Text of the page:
HILARY: Ménière’s is idiopathic – which means they don’t know the specific cause. I’m sure mine was caused by a series of genetic and environmental triggers. One ear has a slow-draining tube then add to that several ear infections as a child, allergies, a poor functioning immune system, etc. I had several Meniere’s episodes – maybe one a year – from age 20 to age 35. Episodes became more frequent after that. I think I was diagnosed around the age of 40. The average age of diagnosis among Ménière’s patients seems to be in the 4th decade. There were only a few doctors in my area that had the equipment and experience to diagnose this condition.
|credit to Shayne Town and his Meniere’s in Art facebook page|
MICHAEL: Wow, I see. That puts a perspective on things… Clearly our situations are different but I identify with the unpredictability even though I don’t suffer from Ménière’s exactly. Taking naps does somewhat help for me. Do you experience Tinnitus (perception of sound when no external sound is present)?
HILLARY: Tinnitus! Yes, it would drive me batty. I did TMJ exercises and can now modulate it down from a roar to a hum. I think part of controlling the Tinnitus has to do with controlling blood flow pressure.
MICHAEL: Honestly, I don’t know what TMJ means but congrats for making such great progress! Gosh, you have been fighting your way through A LOT of sensory attacks!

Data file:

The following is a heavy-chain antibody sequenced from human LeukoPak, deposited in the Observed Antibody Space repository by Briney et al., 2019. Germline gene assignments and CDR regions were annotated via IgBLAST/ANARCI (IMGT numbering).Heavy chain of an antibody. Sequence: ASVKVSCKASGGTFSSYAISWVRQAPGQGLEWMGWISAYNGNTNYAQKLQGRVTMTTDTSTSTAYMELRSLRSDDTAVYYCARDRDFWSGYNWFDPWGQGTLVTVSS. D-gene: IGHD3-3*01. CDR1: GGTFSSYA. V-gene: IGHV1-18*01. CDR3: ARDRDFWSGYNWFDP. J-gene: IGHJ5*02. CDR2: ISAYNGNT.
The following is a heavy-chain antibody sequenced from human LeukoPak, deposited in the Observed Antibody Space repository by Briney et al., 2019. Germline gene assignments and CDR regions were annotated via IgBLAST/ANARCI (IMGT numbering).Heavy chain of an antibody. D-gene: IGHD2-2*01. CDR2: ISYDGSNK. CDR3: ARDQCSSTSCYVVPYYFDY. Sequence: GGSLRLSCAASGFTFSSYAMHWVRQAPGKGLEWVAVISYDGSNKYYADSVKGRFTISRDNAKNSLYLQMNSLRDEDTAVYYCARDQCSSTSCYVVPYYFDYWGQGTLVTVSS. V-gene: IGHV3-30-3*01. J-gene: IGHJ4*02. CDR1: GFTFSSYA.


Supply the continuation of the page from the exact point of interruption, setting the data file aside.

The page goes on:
HILLARY: TMJ stands for temporomandibular joints. Clenching the jaw can reduce blood flow to ear. Hearing damage and some medications can cause it too. I wear my earplugs often in loud places as a prevention measure too.
Before I understood how much eyes and vestibular are connected, I would think of the British women who learned to still hang out the wash in between the World War 2 bombs because “Monday is washing day.”
A lot of reducing the anxiety of unpredictability is establishing whatever predictability you can muster. That’s one reason I try to “anchor” the object I am trying to see.
MICHAEL: I like the World War 2 anecdote. I often felt like that. Whatever came down, you have to try to keep calm and carry on.
Understanding the problem itself helps a lot though. So there’s that. Gradually stabilizing my visual world is helping to take a lot of that uncertainty away. External problems are relatively easy to overcome when you have mastered the internal neurological problems. I’m very glad I posted the videos and got your insights, Hillary. Thanks a lot!
HILLARY: After fifteen years of vestibular and physical therapy, I learned a few things! I enjoy your writing very much and thanks for sharing the video! Now I’m typed out because it takes a lot of effort for me. While some activities are invigorating mentally, they can be very taxing neurologically later on. I’m sure you understand. Talk to you later!